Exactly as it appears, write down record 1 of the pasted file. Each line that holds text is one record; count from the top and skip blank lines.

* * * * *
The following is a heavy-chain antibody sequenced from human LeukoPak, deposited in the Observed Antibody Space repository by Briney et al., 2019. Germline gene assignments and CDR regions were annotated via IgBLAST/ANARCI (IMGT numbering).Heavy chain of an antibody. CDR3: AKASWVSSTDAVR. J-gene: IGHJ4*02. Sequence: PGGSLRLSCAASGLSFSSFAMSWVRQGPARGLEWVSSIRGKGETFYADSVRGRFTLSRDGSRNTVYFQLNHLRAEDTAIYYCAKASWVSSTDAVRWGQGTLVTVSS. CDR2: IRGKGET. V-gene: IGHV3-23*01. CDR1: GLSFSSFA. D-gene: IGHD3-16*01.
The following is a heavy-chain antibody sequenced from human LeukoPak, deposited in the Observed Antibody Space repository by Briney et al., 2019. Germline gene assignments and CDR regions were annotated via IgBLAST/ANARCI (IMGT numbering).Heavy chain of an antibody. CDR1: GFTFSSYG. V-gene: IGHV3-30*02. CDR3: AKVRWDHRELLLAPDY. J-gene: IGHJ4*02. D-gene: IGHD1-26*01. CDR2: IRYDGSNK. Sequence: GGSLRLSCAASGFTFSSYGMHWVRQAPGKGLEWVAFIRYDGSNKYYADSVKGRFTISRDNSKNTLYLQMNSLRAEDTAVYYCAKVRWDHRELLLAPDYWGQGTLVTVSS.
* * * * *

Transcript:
The following is a heavy-chain antibody sequenced from human LeukoPak, deposited in the Observed Antibody Space repository by Briney et al., 2019. Germline gene assignments and CDR regions were annotated via IgBLAST/ANARCI (IMGT numbering).Heavy chain of an antibody. CDR3: AKASWVSSTDAVR. J-gene: IGHJ4*02. Sequence: PGGSLRLSCAASGLSFSSFAMSWVRQGPARGLEWVSSIRGKGETFYADSVRGRFTLSRDGSRNTVYFQLNHLRAEDTAIYYCAKASWVSSTDAVRWGQGTLVTVSS. CDR2: IRGKGET. V-gene: IGHV3-23*01. CDR1: GLSFSSFA. D-gene: IGHD3-16*01.